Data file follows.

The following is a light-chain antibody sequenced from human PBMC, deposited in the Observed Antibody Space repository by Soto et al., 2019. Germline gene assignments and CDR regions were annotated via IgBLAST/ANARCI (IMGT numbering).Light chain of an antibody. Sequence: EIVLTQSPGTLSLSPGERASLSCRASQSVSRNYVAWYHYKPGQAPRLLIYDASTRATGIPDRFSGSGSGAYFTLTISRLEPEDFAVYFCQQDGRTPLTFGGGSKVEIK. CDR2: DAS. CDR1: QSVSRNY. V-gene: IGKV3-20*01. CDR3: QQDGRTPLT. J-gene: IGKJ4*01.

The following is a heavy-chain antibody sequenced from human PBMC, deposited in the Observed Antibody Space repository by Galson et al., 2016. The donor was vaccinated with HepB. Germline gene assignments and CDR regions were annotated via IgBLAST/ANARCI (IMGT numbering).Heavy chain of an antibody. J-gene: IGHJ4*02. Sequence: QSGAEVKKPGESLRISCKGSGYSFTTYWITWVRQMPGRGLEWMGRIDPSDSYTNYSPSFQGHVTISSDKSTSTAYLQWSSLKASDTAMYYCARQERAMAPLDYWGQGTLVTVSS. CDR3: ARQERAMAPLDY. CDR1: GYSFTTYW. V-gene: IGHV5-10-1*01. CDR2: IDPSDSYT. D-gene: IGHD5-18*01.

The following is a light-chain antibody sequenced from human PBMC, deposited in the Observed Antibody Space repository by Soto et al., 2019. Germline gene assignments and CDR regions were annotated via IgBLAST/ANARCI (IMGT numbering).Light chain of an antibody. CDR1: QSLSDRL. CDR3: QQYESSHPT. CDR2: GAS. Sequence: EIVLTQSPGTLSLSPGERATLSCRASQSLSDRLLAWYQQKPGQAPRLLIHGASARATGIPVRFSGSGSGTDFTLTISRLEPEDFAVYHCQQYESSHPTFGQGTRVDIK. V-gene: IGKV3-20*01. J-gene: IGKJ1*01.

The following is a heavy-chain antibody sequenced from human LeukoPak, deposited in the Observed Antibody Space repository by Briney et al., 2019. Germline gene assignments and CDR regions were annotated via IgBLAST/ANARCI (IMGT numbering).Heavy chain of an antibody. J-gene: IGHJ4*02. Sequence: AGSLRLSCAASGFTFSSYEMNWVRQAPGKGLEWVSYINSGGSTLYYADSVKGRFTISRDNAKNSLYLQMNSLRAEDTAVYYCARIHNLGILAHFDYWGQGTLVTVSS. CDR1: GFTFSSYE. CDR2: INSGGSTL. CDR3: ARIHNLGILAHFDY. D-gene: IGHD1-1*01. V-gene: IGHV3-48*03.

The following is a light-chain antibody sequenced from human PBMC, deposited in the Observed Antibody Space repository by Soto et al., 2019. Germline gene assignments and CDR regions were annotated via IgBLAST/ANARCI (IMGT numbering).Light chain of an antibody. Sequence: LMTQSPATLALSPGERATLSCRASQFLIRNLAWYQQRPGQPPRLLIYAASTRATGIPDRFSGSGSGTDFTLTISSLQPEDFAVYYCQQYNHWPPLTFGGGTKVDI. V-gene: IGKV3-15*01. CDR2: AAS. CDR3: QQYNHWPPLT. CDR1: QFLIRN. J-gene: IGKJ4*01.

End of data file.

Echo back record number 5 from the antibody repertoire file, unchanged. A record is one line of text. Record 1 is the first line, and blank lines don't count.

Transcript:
The following is a light-chain antibody sequenced from human PBMC, deposited in the Observed Antibody Space repository by Soto et al., 2019. Germline gene assignments and CDR regions were annotated via IgBLAST/ANARCI (IMGT numbering).Light chain of an antibody. Sequence: LMTQSPATLALSPGERATLSCRASQFLIRNLAWYQQRPGQPPRLLIYAASTRATGIPDRFSGSGSGTDFTLTISSLQPEDFAVYYCQQYNHWPPLTFGGGTKVDI. V-gene: IGKV3-15*01. CDR2: AAS. CDR3: QQYNHWPPLT. CDR1: QFLIRN. J-gene: IGKJ4*01.